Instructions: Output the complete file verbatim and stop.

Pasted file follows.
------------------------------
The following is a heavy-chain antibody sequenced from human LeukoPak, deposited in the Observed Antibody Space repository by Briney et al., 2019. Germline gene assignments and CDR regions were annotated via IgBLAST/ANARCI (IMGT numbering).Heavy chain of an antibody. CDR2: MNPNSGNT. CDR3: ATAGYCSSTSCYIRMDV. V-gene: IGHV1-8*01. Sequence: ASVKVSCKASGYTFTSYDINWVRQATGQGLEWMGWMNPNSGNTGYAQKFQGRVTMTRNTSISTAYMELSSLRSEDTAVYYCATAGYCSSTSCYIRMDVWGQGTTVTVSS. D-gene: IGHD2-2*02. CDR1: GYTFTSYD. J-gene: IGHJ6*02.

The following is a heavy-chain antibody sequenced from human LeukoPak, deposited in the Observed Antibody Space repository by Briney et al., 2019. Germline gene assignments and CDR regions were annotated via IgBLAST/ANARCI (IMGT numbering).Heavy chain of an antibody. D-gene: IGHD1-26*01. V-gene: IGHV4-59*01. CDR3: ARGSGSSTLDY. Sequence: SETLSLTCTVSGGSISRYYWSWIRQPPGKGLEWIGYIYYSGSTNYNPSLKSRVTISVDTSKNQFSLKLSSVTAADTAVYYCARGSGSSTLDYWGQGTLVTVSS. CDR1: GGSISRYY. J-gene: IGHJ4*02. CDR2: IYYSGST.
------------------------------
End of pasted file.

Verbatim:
The following is a heavy-chain antibody sequenced from human LeukoPak, deposited in the Observed Antibody Space repository by Briney et al., 2019. Germline gene assignments and CDR regions were annotated via IgBLAST/ANARCI (IMGT numbering).Heavy chain of an antibody. CDR2: MNPNSGNT. CDR3: ATAGYCSSTSCYIRMDV. V-gene: IGHV1-8*01. Sequence: ASVKVSCKASGYTFTSYDINWVRQATGQGLEWMGWMNPNSGNTGYAQKFQGRVTMTRNTSISTAYMELSSLRSEDTAVYYCATAGYCSSTSCYIRMDVWGQGTTVTVSS. D-gene: IGHD2-2*02. CDR1: GYTFTSYD. J-gene: IGHJ6*02.

The following is a heavy-chain antibody sequenced from human LeukoPak, deposited in the Observed Antibody Space repository by Briney et al., 2019. Germline gene assignments and CDR regions were annotated via IgBLAST/ANARCI (IMGT numbering).Heavy chain of an antibody. D-gene: IGHD1-26*01. V-gene: IGHV4-59*01. CDR3: ARGSGSSTLDY. Sequence: SETLSLTCTVSGGSISRYYWSWIRQPPGKGLEWIGYIYYSGSTNYNPSLKSRVTISVDTSKNQFSLKLSSVTAADTAVYYCARGSGSSTLDYWGQGTLVTVSS. CDR1: GGSISRYY. J-gene: IGHJ4*02. CDR2: IYYSGST.